Chronic cough that cannot be managed after basic evaluation is a common reason for referral to respiratory outpatient clinics (1). Despite extensive diagnostic evaluation and numerous treatment guidelines (2-5), a diagnosis cannot be made in a subgroup of chronic cough patients. This condition is termed by chronic idiopathic cough (CIC) (6,7), which is difficult to treat by any current treatment strategy. Therefore, there is a great deal of research interest regarding the identification of novel antitussive drugs (8,9) and the establishment of novel therapeutic strategies for such cases. Here, we describe the contribution of our series of studies concerning atopic cough (AC) (10) and fungal allergy in unexplained chronic cough (11,12).
Atopic cough (AC)
We have shown that some patients presenting with chronic bronchodilator-resistant non-productive cough have global atopic tendency and airway cough hypersensitivity without nonspecific bronchial hyperresponsiveness, abbreviated as AC. The cough can be treated successfully with histamine H1 antagonists and/or glucocorticoids (10).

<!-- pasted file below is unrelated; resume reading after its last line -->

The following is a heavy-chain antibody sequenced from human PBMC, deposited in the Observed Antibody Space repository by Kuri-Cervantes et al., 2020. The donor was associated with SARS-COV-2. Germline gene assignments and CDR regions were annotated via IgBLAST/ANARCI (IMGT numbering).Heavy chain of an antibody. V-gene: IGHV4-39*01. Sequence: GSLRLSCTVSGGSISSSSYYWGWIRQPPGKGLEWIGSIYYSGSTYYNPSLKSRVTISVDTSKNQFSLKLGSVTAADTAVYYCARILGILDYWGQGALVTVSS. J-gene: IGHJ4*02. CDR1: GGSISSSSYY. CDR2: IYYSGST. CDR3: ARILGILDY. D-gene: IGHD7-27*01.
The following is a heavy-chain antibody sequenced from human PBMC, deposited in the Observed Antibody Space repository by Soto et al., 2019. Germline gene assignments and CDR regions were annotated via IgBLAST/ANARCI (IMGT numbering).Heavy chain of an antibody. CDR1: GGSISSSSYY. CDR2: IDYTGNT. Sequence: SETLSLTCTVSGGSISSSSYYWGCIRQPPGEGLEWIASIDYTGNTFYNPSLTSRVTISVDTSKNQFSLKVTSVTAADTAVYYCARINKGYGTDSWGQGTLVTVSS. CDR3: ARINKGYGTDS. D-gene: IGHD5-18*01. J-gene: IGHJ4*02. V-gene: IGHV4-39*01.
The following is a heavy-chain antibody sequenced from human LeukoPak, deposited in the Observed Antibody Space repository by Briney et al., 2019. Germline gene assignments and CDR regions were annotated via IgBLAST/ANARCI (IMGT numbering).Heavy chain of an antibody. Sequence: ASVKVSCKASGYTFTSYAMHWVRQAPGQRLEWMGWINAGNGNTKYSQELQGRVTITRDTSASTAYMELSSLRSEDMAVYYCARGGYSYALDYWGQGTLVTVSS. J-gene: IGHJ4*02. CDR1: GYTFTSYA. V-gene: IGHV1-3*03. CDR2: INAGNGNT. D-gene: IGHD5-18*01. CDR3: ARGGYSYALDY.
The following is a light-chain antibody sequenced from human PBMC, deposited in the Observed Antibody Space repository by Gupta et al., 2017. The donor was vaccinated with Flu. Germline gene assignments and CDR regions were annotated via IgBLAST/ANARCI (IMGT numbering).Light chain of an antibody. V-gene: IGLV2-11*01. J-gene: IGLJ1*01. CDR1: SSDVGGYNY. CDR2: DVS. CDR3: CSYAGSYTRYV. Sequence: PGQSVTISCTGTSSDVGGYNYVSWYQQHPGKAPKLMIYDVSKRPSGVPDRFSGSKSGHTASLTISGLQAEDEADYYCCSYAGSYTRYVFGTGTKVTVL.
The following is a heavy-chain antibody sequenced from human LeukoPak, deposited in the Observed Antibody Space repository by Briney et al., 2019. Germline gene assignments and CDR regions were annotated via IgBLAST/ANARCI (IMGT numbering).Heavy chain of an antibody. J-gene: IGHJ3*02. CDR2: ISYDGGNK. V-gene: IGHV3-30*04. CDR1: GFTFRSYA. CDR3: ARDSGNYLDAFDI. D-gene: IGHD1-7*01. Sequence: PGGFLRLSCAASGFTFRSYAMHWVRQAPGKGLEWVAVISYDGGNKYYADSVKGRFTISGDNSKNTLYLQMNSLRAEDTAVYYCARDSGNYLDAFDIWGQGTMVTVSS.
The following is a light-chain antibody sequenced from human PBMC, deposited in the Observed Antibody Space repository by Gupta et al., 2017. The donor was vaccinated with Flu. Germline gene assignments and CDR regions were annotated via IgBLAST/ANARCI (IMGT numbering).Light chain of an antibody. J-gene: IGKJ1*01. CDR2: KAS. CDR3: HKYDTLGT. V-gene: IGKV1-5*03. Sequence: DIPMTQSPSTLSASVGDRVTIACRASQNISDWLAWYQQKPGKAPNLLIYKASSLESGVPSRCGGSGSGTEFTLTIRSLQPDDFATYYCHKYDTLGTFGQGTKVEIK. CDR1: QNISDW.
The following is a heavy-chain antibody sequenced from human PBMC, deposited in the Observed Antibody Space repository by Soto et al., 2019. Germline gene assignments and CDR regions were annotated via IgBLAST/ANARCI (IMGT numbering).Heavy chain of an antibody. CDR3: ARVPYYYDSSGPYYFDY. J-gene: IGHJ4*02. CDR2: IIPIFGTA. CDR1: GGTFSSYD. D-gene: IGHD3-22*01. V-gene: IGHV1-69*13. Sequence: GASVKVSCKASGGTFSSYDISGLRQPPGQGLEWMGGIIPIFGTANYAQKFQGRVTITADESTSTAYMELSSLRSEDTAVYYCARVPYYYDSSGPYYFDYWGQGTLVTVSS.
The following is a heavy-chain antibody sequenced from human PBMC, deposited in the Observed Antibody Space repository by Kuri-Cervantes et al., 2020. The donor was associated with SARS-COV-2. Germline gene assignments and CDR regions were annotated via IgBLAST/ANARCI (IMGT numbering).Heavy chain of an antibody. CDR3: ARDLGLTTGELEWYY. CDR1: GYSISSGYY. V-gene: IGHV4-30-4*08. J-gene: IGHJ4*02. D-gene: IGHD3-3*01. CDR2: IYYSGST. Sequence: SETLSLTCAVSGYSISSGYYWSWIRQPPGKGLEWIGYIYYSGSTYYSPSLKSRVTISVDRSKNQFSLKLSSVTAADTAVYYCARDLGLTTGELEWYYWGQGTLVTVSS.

Investigations of pathological findings of AC
We prospectively investigated the location and intensity of eosinophil infiltration using tracheal and bronchial biopsy specimens and bronchoalveolar lavage fluid (BALF) in patients with AC. Although the major site of eosinophilic infiltration of cough variant asthma (CVA) (13) is the peripheral airway, that of AC is assumed to be the central airway, especially the trachea.
The main site of complaints in most patients with AC, “a sensation of irritation in the throat (SIT),” is around the trachea in front of the neck region. Therefore, we planned to obtain tracheal mucosa of AC patients. To prevent unexpected slipping during biopsy of the tracheal wall, we performed tracheal biopsy with pushing the needle of cup forceps into the tracheal wall. We gradually grasped the wall material, and successfully obtained the tracheal wall specimen.
The macroscopic specimen of the tracheal mucosa showed eosinophilic tracheitis in AC patients. In AC patients, we found eosinophil infiltration in the tracheal wall, and there was a significant difference in the number of eosinophils between AC patients and healthy control subjects. A similar difference was also seen in the bronchial wall.